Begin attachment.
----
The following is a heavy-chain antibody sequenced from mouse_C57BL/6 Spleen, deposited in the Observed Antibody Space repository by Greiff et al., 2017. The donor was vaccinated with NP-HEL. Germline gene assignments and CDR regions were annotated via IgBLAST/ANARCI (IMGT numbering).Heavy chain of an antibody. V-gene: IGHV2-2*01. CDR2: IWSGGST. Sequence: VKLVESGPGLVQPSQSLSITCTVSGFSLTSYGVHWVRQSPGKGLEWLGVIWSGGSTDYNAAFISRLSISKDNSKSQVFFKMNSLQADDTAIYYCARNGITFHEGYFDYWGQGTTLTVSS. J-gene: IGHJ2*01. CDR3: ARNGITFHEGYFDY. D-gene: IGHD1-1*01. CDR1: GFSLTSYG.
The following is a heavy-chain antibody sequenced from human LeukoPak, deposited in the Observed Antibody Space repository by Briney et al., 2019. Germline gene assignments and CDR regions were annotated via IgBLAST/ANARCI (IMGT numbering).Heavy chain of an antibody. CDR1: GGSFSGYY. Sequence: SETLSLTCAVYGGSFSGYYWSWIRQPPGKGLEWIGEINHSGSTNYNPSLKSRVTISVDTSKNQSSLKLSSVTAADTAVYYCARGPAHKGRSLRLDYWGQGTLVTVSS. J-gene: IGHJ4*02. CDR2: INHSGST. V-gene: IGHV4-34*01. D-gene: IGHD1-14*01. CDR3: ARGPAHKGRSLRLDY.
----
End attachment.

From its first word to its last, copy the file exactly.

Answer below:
The following is a heavy-chain antibody sequenced from mouse_C57BL/6 Spleen, deposited in the Observed Antibody Space repository by Greiff et al., 2017. The donor was vaccinated with NP-HEL. Germline gene assignments and CDR regions were annotated via IgBLAST/ANARCI (IMGT numbering).Heavy chain of an antibody. V-gene: IGHV2-2*01. CDR2: IWSGGST. Sequence: VKLVESGPGLVQPSQSLSITCTVSGFSLTSYGVHWVRQSPGKGLEWLGVIWSGGSTDYNAAFISRLSISKDNSKSQVFFKMNSLQADDTAIYYCARNGITFHEGYFDYWGQGTTLTVSS. J-gene: IGHJ2*01. CDR3: ARNGITFHEGYFDY. D-gene: IGHD1-1*01. CDR1: GFSLTSYG.
The following is a heavy-chain antibody sequenced from human LeukoPak, deposited in the Observed Antibody Space repository by Briney et al., 2019. Germline gene assignments and CDR regions were annotated via IgBLAST/ANARCI (IMGT numbering).Heavy chain of an antibody. CDR1: GGSFSGYY. Sequence: SETLSLTCAVYGGSFSGYYWSWIRQPPGKGLEWIGEINHSGSTNYNPSLKSRVTISVDTSKNQSSLKLSSVTAADTAVYYCARGPAHKGRSLRLDYWGQGTLVTVSS. J-gene: IGHJ4*02. CDR2: INHSGST. V-gene: IGHV4-34*01. D-gene: IGHD1-14*01. CDR3: ARGPAHKGRSLRLDY.